The last few months have been spent bundled in sweaters, staring at bare, leafless trees, and grounds covered in snow.  Winter is beautiful and quiet, nature seems to go to sleep as animals hibernate and trees lose their leaves.  It’s a great time to reflect on life and plan for the upcoming warmer months.  Spring is known as the season of new beginnings as nature reawakens.  Plants begin to bloom, animals come out of hibernation, and soon little baby squirrels, raccoons, and rabbits will be wandering about.  Once the ice and snow thaws and the temperatures warm, you can reopen your pond finally! Read More

Live Well through Winter

5 Ways to Live Well Through Winter

Each season has it’s own beauty and allure.  Winter is a great time for cuddly clothes and rich foods.  People tend to spend more time indoors and out of the sun during the fall and winter months, sometimes leading to agitation and depression.  While too much sunlight can be damaging, in the right amounts, it lowers blood pressure and provides necessary vitamin D. Read More

DIY Bird Feeder

DIY Bird Feeder

Birds bring a yard to life, a blend of nature and beauty with their various personalities, colors, and sounds.  They also enjoy munching on bugs, worms, even spiders, and help with pollination.  You can watch them for hours, allowing your mind to still, as they flit from one tree to the next, communicating with one another.  They induce a state of peace and relaxation, as watching them forces you to live in the moment.  It can help ease stress and make your problems seem less monumental, observing how large and intricate the world truly is, while breathing fresh air.   Read More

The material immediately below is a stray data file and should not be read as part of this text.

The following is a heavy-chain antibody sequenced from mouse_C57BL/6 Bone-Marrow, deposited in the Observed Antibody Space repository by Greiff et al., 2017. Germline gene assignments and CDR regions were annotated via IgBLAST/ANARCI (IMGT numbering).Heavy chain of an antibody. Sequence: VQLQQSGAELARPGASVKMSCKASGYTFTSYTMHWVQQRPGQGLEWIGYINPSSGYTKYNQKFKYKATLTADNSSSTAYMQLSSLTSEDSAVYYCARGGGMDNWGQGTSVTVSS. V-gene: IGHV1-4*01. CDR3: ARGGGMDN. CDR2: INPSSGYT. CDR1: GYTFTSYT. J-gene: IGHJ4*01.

Plants that Flower in Winter

Spring and summer gardens are known for their bright colors and vivacity.  Fall has the beautiful changing leaves.  Winter has bare trees…and snow?  There are many plants that prefer actually prefer the cold weather and will bloom beautiful flowers amidst the falling snowflakes.  There are even a few that will die off in the warm weather and reappear every fall or winter, with very little maintenance.  Plants help bring a pond to life, adding color and fun.  In the fall, before the ground freezes, plant some winter blooming plants around the pond and as the temperatures drop, wait for the flowers to peek under the blanket of snow.  Your pond will look extra beautiful even if it’s shut down until spring.

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New Year’s Water Gardening Resolution

A new year is a fresh start, a chance to reflect and make improvements.  Resolutions are made (and hopefully kept!) as people promise more exercise and healthier lifestyle for the New Year.  This year try adding a water gardening resolution.  Think back to 2016, how was your water clarity?  Were your fish healthy?  How often did you test your water? Read More

How to Enjoy Your Pond Through Winter

The goal for a winter pond is to have healthy fish and good water quality, leading to a smooth spring transition.  A pond filled with fish, frogs, and snails requires a little extra care, but adds for even more fun in the spring with tadpoles and baby fish!  Depending on how harsh the climate is and the depth of your pond, you may decide to move everyone inside and close the pond for the winter.  If you do not have fish to worry about, the workload is a bit less and the pond can be shut down until the weather warms up in the spring.  Before the water freezes, don’t forget to add any lights or in-water decorations!  Here are three tips to keep your pond enjoyable throughout winter. Read More